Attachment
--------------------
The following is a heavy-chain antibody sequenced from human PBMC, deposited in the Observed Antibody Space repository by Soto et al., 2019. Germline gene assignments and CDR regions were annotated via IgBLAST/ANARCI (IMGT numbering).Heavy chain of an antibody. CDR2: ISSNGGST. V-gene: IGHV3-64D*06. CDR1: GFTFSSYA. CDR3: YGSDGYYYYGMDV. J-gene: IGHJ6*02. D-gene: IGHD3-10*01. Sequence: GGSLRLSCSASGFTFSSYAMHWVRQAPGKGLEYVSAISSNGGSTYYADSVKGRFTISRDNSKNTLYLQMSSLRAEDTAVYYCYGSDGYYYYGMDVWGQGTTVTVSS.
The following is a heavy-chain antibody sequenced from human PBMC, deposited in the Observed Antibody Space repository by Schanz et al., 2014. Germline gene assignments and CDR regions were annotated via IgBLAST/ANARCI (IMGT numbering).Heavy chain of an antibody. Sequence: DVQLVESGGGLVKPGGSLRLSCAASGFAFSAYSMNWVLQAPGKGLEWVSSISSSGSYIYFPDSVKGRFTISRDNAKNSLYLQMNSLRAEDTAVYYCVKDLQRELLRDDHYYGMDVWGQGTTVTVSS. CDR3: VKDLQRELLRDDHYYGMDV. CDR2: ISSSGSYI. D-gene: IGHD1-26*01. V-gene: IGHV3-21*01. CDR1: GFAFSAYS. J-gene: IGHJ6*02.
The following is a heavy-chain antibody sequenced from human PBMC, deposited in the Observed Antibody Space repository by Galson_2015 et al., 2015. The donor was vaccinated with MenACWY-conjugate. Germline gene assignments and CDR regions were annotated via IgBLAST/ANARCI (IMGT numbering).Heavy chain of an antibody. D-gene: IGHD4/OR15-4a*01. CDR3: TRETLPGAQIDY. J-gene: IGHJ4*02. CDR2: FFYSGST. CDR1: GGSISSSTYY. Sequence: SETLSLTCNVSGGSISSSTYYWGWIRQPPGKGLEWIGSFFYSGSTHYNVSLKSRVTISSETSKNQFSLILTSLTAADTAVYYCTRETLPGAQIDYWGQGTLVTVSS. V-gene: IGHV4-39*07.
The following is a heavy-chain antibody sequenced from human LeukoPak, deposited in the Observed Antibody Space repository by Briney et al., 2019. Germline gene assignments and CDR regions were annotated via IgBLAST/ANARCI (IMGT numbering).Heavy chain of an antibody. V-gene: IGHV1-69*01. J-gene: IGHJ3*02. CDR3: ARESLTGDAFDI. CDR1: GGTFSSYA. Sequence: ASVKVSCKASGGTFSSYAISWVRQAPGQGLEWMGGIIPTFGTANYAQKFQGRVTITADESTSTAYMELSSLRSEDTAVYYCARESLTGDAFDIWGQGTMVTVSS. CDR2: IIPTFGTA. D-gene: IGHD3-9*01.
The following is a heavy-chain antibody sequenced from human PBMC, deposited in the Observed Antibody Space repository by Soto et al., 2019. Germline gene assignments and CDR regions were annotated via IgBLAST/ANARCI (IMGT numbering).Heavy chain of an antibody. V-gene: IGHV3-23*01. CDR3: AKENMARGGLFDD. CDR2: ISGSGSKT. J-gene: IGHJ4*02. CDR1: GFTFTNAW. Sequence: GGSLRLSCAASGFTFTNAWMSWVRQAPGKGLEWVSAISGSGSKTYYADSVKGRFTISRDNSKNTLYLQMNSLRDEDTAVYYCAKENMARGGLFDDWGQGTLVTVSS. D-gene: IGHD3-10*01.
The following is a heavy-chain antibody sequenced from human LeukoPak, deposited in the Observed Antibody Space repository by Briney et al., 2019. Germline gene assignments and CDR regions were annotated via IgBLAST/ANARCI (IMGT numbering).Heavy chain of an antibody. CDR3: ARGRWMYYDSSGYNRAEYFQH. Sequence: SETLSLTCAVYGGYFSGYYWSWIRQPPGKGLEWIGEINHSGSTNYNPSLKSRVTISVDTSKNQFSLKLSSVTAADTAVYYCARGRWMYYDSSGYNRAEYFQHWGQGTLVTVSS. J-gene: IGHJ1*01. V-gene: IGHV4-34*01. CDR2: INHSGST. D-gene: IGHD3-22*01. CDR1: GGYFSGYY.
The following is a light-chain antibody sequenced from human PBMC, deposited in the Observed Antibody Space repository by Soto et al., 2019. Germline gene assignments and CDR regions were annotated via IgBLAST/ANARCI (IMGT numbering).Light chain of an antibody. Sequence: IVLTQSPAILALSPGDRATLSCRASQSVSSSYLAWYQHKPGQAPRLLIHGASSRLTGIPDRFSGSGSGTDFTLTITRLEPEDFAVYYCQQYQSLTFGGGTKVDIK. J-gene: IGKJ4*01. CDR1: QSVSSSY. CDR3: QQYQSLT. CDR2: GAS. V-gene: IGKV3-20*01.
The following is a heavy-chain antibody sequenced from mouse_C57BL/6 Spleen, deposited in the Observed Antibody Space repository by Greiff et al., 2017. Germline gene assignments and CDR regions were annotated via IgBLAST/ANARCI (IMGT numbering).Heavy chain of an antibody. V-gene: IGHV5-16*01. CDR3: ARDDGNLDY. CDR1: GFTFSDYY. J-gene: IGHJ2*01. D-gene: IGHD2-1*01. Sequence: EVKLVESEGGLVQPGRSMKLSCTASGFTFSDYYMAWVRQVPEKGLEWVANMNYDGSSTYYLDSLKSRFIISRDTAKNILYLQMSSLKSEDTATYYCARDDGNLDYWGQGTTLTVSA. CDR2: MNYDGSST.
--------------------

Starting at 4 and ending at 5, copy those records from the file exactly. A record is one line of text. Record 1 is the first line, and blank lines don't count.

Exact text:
The following is a heavy-chain antibody sequenced from human LeukoPak, deposited in the Observed Antibody Space repository by Briney et al., 2019. Germline gene assignments and CDR regions were annotated via IgBLAST/ANARCI (IMGT numbering).Heavy chain of an antibody. V-gene: IGHV1-69*01. J-gene: IGHJ3*02. CDR3: ARESLTGDAFDI. CDR1: GGTFSSYA. Sequence: ASVKVSCKASGGTFSSYAISWVRQAPGQGLEWMGGIIPTFGTANYAQKFQGRVTITADESTSTAYMELSSLRSEDTAVYYCARESLTGDAFDIWGQGTMVTVSS. CDR2: IIPTFGTA. D-gene: IGHD3-9*01.
The following is a heavy-chain antibody sequenced from human PBMC, deposited in the Observed Antibody Space repository by Soto et al., 2019. Germline gene assignments and CDR regions were annotated via IgBLAST/ANARCI (IMGT numbering).Heavy chain of an antibody. V-gene: IGHV3-23*01. CDR3: AKENMARGGLFDD. CDR2: ISGSGSKT. J-gene: IGHJ4*02. CDR1: GFTFTNAW. Sequence: GGSLRLSCAASGFTFTNAWMSWVRQAPGKGLEWVSAISGSGSKTYYADSVKGRFTISRDNSKNTLYLQMNSLRDEDTAVYYCAKENMARGGLFDDWGQGTLVTVSS. D-gene: IGHD3-10*01.